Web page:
Because Reg and I both were quite sick in early March, we are entering into our fourth week of self-isolation at home in Oregon. Did we have the virus? Who knows, but timing, as they say, is everything. These past few weeks have given us much time to reflect.
We returned from England and our South West Coast Path adventure last year in early October. As it turns out, over the past six months, our timing has been extremely fortunate. Two days after returning home, I found myself driving 600 miles south, to California, to assist my 93 year old father who was still living in my family home…alone. I bullied him (yes, I did) into a move to an assisted living facility, both for his safety and our family’s peace of mind. A fortuitous move as his health declined rapidly over the next couple of months.
We said goodbye to my Dad (pictured above) three days before Christmas. He was the last of his generation on either side of our families. He hoped to one day celebrate his 100th birthday, but that was not meant to be. In January, with the help of an amazing realtor (who snapped the official “sold” photo of Dad’s house) we sadly closed the door of the home and life he loved. Our boys and their partners all made the trip out to California, joining us, along with my brother Kenny, as we said our final goodbyes.
Reg and I returned home in February, feeling somewhat lost as we came to terms with the fact that we were now the “older” generation. As we settled back into a routine we began to feel the pull of adventure once again. Perhaps another distance trek would get us back on track. But where?
Once again, timing proved to be everything. The decision of where to go was taken out our of our hands. For the time being, we will remain armchair travelers, experiencing adventure through our television programming. While not as exciting, it has allowed us some pretty amazing adventures…ones we’d never dream of attempting. For now, we’ll focus on remaining healthy and settling for walks around the neighborhood.
Our soggy, arrival at Land’s End will forever be imprinted on our memories, a goal we worked extremely hard for some days. However, our last day of walking was filled with visions of the historic remains of the region’s tin mining industry. Fortunately, the rain caused me to pack my good camera deep inside my pack, or I’d probably still be out on the bluffs snapping photos.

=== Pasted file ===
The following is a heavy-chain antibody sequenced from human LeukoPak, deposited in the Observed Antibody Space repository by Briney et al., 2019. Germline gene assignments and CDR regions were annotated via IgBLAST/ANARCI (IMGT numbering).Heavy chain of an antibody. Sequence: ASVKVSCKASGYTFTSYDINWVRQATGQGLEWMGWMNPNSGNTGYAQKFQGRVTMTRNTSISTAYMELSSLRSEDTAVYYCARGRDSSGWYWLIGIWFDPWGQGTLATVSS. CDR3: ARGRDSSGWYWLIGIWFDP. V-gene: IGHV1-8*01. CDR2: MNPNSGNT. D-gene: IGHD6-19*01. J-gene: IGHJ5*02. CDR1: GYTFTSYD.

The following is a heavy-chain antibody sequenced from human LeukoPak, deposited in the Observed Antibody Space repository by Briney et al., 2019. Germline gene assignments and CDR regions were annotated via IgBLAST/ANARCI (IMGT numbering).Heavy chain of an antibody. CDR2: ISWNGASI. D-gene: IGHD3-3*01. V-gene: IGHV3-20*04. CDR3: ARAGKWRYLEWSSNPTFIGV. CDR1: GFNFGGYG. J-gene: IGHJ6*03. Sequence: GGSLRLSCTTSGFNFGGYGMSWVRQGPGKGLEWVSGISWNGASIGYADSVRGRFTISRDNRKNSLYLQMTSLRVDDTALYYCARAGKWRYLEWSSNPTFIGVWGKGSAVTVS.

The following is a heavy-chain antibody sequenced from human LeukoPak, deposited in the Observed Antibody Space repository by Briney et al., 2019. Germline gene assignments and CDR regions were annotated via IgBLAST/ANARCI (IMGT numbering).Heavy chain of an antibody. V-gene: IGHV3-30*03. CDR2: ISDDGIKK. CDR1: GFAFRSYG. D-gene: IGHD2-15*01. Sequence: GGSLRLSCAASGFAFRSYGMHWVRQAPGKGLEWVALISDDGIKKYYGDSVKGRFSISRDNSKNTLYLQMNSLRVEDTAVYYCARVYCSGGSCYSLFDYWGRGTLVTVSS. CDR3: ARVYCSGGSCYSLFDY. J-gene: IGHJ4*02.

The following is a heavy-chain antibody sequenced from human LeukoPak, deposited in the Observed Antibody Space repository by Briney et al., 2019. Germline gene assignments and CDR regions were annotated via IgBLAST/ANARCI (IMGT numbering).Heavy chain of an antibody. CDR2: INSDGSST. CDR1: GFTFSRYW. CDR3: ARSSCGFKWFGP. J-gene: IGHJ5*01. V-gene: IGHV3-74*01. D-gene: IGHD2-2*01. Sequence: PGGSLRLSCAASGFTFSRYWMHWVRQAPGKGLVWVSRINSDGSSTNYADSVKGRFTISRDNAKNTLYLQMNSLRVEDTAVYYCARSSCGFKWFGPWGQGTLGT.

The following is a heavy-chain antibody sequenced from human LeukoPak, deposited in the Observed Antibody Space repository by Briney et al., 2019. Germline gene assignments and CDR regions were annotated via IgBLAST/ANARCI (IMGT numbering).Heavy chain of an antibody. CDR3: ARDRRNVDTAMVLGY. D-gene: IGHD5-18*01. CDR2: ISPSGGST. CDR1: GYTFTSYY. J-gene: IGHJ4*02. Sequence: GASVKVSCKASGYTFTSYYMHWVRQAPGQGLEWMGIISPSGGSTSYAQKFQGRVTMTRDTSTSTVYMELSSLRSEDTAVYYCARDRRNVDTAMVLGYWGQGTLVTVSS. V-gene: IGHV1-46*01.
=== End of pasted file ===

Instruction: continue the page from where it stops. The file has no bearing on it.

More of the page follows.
Much like the Doc Martin series put the little village of Port Issac on the map, the BBC series Poldark brings the world to the Pendeen Coast, where the Geevor Tin Mine (closed in 1990) remains open as a tourist attraction.
As we walked out of Pendeen, we were surprised by the number of crumbling remains of a once thriving mining industry. While it all seems very romantic now, history tells a different story of the dangers that lurked underground.
As pleasant as the above scene looks, Sunday morning brought horrendously strong winds to the area, foiling the plans of any walker in his or her right mind. Our host was kind enough to keep our packs for us until we could catch the afternoon bus to Pendeen, our stop for the night.
The photos really don’t do the wind justice, but trust me, it was howling. Fortunately, St. Ives is home to the Tate, where we wandered through 10 galleries of modern art, pretending to understand what we saw.
The mine closed in 1990, but a museum and underground tour (complete with hard hats), are both available to the public. We skipped past the big ticket items and wandered down to check out the ruins of the original North Levant mine.
Tomorrow we will arrive at Land’s End, our stopping point and the end of our South West Coast Path adventure. We really hope to walk the last section…rain or shine. We’ll see what the morning brings.
Our days have been a wild mix of gusty winds and drenching rain showers. Unfortunately, blustery conditions have kept us off the trail. Evenings, on the other hand, have been fairly calm and quiet.
As we came over the rise, we saw a crowd of folks gathered down on the beach. Many appeared to be sporting medieval costumes, some were perched on horseback, others just milling about. There was also a small fleet of rickety, wooden boats ready to launch. I pitied the poor stunt men or women who had to set sail in today’s weather!
When Reg asked one of the staffers, he told us it was an episode of East Enders. Well, I may be an American, but my British pop culture is not that rusty! Definitely not East Enders. We were later told it was a Netflix film, but the name escapes me.
We spent the rest of the walk into Perranporth simply trying to remain upright. Winds whipped off the ocean at 30-40 mph (depending on which weather report is to be believed), the worst we’ve ever walked in.
There are so many more memories to capture beyond the beautiful scenery of the South West Coast Path. Here are a few of our favorites.
We expected rain, but today was a beautiful day for a walk.